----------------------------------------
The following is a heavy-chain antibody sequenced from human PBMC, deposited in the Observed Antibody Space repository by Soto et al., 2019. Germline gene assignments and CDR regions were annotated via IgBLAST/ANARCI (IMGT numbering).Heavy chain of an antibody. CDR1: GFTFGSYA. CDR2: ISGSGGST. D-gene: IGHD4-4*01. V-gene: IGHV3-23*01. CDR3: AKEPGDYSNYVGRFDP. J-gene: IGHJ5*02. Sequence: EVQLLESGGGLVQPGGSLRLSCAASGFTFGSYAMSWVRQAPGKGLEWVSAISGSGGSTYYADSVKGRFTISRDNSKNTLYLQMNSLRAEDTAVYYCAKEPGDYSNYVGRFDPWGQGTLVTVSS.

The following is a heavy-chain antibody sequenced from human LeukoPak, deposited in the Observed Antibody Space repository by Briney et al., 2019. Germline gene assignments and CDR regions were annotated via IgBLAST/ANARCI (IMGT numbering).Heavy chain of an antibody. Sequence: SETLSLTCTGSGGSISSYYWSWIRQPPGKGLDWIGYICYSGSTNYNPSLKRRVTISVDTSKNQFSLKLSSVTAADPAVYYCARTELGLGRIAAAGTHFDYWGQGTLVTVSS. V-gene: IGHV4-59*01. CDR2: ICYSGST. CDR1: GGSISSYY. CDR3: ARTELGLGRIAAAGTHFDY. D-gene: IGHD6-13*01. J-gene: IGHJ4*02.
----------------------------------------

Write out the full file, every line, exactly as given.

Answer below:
The following is a heavy-chain antibody sequenced from human PBMC, deposited in the Observed Antibody Space repository by Soto et al., 2019. Germline gene assignments and CDR regions were annotated via IgBLAST/ANARCI (IMGT numbering).Heavy chain of an antibody. CDR1: GFTFGSYA. CDR2: ISGSGGST. D-gene: IGHD4-4*01. V-gene: IGHV3-23*01. CDR3: AKEPGDYSNYVGRFDP. J-gene: IGHJ5*02. Sequence: EVQLLESGGGLVQPGGSLRLSCAASGFTFGSYAMSWVRQAPGKGLEWVSAISGSGGSTYYADSVKGRFTISRDNSKNTLYLQMNSLRAEDTAVYYCAKEPGDYSNYVGRFDPWGQGTLVTVSS.

The following is a heavy-chain antibody sequenced from human LeukoPak, deposited in the Observed Antibody Space repository by Briney et al., 2019. Germline gene assignments and CDR regions were annotated via IgBLAST/ANARCI (IMGT numbering).Heavy chain of an antibody. Sequence: SETLSLTCTGSGGSISSYYWSWIRQPPGKGLDWIGYICYSGSTNYNPSLKRRVTISVDTSKNQFSLKLSSVTAADPAVYYCARTELGLGRIAAAGTHFDYWGQGTLVTVSS. V-gene: IGHV4-59*01. CDR2: ICYSGST. CDR1: GGSISSYY. CDR3: ARTELGLGRIAAAGTHFDY. D-gene: IGHD6-13*01. J-gene: IGHJ4*02.